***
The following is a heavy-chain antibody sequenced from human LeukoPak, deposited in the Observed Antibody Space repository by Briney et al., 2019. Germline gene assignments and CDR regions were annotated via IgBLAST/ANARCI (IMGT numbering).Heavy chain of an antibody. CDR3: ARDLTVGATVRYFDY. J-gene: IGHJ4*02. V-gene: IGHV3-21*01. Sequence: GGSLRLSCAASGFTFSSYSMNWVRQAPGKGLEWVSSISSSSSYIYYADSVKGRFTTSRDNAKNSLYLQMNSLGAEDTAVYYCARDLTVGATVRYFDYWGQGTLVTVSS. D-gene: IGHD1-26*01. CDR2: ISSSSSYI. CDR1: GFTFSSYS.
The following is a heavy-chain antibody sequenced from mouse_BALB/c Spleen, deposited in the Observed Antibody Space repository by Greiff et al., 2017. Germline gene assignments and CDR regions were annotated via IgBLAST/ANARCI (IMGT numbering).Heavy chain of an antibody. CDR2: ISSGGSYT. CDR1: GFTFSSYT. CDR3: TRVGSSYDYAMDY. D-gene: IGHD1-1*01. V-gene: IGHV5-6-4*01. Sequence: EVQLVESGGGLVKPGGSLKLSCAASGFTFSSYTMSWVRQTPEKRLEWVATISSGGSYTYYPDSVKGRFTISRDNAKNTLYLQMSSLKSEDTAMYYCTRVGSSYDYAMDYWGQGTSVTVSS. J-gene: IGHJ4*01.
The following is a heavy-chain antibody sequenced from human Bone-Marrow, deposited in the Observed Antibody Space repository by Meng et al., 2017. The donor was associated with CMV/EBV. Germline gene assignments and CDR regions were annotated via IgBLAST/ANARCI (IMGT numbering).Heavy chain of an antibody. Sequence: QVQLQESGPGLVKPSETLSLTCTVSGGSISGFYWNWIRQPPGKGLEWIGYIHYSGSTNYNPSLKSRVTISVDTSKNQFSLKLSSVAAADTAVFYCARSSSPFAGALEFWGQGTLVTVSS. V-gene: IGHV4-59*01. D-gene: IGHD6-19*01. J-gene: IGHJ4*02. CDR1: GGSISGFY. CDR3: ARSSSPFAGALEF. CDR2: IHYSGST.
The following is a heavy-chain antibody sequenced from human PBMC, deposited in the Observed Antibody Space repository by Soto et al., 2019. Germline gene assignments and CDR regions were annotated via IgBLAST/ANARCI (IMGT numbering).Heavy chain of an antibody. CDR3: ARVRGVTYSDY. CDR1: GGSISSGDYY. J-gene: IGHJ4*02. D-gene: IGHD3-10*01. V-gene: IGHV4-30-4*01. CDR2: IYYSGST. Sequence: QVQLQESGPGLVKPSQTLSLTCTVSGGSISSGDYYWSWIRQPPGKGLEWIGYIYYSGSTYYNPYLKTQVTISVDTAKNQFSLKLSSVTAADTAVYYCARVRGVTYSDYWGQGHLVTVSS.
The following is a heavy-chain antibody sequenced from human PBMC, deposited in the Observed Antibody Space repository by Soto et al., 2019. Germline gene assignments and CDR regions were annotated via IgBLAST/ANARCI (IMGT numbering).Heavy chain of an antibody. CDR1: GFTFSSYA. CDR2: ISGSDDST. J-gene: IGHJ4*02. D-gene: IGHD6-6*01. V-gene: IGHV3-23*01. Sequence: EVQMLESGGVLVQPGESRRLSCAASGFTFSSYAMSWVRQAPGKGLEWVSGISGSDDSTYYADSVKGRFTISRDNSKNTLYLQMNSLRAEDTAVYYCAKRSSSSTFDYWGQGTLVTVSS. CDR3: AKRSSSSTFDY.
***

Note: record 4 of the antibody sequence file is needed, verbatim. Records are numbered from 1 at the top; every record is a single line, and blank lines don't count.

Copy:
The following is a heavy-chain antibody sequenced from human PBMC, deposited in the Observed Antibody Space repository by Soto et al., 2019. Germline gene assignments and CDR regions were annotated via IgBLAST/ANARCI (IMGT numbering).Heavy chain of an antibody. CDR3: ARVRGVTYSDY. CDR1: GGSISSGDYY. J-gene: IGHJ4*02. D-gene: IGHD3-10*01. V-gene: IGHV4-30-4*01. CDR2: IYYSGST. Sequence: QVQLQESGPGLVKPSQTLSLTCTVSGGSISSGDYYWSWIRQPPGKGLEWIGYIYYSGSTYYNPYLKTQVTISVDTAKNQFSLKLSSVTAADTAVYYCARVRGVTYSDYWGQGHLVTVSS.